Saturday, April 14, 2012


So I read Peggy Noonan's column yesterday and learned that Republicans like war too much. Who knew?

Here she is, talking about what she learned from primary season:

Finally, in foreign affairs the Republican candidates staked out dangerous ground. They want to show they're strong on defense. Fine, we should have a strong defense, the best in the world. But that is different from having an aggressive foreign policy stance, and every one of the GOP candidates, with the exceptions of Ron Paul and Jon Huntsman, was aggressive. This is how their debates sounded: We should bomb Iran Thursday. No, stupid, we should bomb Iran on Wednesday. How could you be so foolish? You know we do all our bombings on Monday. You're wrong, we send in the destroyers and arm the insurgents on Monday.

There was no room for discretion, prudence, nuance, to use unjustly maligned terms.

Gosh -- why would the Republican candidates have said things like that? Why would they be proud saber-rattlers? Why would they have a negative attitude toward "nuance"?

You think it might possibly have something to do with the way Republican opinion-shapers -- very much including Peggy Noonan herself -- have talked for decades about war, and "nuance"?

Here's Noonan in April 2004:

[The American people] can tell [George W. Bush] is not doing it all by polls and focus groups. If he were doing it by polls and focus groups he wouldn't have defied the U.N., invaded Iraq, and pursued its democracy. He would have talked instead about nuance, multilateral negotiations and the need for child safety seats in SUVs. He moved on Iraq because he thought it was right and it would make the world safer. You can agree or disagree with him, but it is hard to doubt his guts....

Yeah, baby! "Guts" are good. "Nuance" is for wimpy liberal wussies faggy wimps who like child safety seats.

And I can't let this moment pass without quoting this classic Noonan passage, from the column she wrote just after the 2004 election:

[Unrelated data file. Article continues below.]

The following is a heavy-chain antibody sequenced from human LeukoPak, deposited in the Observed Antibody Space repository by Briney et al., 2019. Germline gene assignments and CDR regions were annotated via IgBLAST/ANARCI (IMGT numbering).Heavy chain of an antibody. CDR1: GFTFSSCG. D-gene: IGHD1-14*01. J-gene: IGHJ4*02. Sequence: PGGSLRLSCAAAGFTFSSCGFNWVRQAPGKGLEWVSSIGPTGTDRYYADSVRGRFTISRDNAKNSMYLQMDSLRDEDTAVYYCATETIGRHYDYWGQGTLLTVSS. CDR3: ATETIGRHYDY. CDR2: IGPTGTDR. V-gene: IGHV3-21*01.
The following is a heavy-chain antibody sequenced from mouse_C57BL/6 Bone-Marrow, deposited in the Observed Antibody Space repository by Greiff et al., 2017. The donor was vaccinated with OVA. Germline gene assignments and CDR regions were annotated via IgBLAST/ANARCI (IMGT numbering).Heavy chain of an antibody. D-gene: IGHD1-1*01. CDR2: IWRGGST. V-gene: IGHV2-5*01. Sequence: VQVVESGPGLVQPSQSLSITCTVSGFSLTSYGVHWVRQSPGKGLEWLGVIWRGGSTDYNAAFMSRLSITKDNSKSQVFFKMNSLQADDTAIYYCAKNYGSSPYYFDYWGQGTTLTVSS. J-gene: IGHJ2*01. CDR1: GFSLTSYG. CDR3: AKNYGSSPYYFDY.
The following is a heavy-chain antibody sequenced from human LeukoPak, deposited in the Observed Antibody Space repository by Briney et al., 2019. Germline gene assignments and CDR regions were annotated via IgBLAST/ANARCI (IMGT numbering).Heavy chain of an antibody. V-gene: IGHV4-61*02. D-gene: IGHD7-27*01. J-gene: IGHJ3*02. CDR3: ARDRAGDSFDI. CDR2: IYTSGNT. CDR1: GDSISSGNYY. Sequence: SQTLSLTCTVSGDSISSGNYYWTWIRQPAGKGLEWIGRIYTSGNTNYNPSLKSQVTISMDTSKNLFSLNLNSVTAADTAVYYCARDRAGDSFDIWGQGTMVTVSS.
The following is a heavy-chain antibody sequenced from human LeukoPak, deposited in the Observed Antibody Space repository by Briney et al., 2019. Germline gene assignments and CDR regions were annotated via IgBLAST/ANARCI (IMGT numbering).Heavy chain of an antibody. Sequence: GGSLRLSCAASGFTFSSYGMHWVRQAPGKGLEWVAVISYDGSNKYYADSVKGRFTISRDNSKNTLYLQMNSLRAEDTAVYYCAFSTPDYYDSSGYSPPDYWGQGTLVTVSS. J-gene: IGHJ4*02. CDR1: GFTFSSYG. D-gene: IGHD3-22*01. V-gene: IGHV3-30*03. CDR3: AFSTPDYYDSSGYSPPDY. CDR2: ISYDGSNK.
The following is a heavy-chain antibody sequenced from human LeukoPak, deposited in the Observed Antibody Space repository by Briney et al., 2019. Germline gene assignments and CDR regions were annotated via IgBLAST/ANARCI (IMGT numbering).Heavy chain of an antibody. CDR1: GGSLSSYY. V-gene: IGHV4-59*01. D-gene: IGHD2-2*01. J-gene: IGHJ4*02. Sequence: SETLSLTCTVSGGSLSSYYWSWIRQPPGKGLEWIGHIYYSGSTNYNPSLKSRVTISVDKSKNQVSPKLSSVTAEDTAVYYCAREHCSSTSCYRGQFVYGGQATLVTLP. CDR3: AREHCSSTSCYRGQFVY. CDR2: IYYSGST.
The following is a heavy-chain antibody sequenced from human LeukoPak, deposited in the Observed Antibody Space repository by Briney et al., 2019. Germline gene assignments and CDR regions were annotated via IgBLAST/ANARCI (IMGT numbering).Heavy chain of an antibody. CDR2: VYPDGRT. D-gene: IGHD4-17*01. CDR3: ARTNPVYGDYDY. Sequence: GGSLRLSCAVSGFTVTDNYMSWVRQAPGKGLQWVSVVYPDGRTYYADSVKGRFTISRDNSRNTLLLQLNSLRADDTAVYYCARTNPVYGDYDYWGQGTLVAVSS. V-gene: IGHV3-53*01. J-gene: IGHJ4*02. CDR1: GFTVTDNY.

About a year ago I was visiting West Point, and I was talking to a big officer, a general or colonel. But he had the medals and ribbons and the stature, and he asked me what I thought of President Bush. I tried to explain what most impressed me about Mr. Bush, and I kept falling back on words like "courage" and "guts." I wasn't capturing the special quality Mr. Bush has of making a tough decision and then staying with it if he thinks it's right and paying the price even when the price is high and--

I stopped speaking for a moment. There was silence. And then the general said, "You mean he's got two of 'em." And I laughed and said yes, that's exactly what I mean.

You can practically hear her sighing luxuriously. Nope, can't imagine where the Republican candidates would have gotten those crazy ideas about war.

1 comment:

Erik A. Prince said...

I get so sick of hearing that old line about making a decision and sticking to it, no matter what. That CAN be ballsy, but more often than not it's the mark of an inflexible mind or a person who is scared of looking foolish. Sure there are times you have to grit your teeth and just keep moving forward, but a smart leader tries very hard to avoid those situations. They don't seek them.

Who is a better commander, the tough SOB who rushes a trenchline head on or the one who flanks his opponent's trenches and forces them to retreat or surrender? The greatest generals in history were the ones who out thought their opponents before the first shots were fired. The Iraq war was a prime example of invading and only then developing a strategy.

Can you tell this bugs me? :-)